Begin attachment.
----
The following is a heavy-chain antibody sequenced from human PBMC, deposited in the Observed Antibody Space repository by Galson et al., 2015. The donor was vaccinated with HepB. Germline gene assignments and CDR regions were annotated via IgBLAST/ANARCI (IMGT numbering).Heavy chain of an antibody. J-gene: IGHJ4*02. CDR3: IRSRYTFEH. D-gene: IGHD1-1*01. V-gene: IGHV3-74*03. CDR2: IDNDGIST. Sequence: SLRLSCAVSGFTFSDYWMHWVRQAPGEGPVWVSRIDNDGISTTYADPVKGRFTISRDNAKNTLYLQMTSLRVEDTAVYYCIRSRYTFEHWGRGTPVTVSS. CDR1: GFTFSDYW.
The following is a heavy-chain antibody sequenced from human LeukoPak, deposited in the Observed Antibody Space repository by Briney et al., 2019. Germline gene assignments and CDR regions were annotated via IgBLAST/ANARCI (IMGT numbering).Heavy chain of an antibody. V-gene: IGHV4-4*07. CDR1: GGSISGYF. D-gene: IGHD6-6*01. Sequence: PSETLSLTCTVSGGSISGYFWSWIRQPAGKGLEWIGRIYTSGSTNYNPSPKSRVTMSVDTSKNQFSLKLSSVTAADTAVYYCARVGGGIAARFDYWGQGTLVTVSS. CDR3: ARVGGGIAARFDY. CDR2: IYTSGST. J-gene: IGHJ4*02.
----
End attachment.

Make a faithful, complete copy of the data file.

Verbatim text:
The following is a heavy-chain antibody sequenced from human PBMC, deposited in the Observed Antibody Space repository by Galson et al., 2015. The donor was vaccinated with HepB. Germline gene assignments and CDR regions were annotated via IgBLAST/ANARCI (IMGT numbering).Heavy chain of an antibody. J-gene: IGHJ4*02. CDR3: IRSRYTFEH. D-gene: IGHD1-1*01. V-gene: IGHV3-74*03. CDR2: IDNDGIST. Sequence: SLRLSCAVSGFTFSDYWMHWVRQAPGEGPVWVSRIDNDGISTTYADPVKGRFTISRDNAKNTLYLQMTSLRVEDTAVYYCIRSRYTFEHWGRGTPVTVSS. CDR1: GFTFSDYW.
The following is a heavy-chain antibody sequenced from human LeukoPak, deposited in the Observed Antibody Space repository by Briney et al., 2019. Germline gene assignments and CDR regions were annotated via IgBLAST/ANARCI (IMGT numbering).Heavy chain of an antibody. V-gene: IGHV4-4*07. CDR1: GGSISGYF. D-gene: IGHD6-6*01. Sequence: PSETLSLTCTVSGGSISGYFWSWIRQPAGKGLEWIGRIYTSGSTNYNPSPKSRVTMSVDTSKNQFSLKLSSVTAADTAVYYCARVGGGIAARFDYWGQGTLVTVSS. CDR3: ARVGGGIAARFDY. CDR2: IYTSGST. J-gene: IGHJ4*02.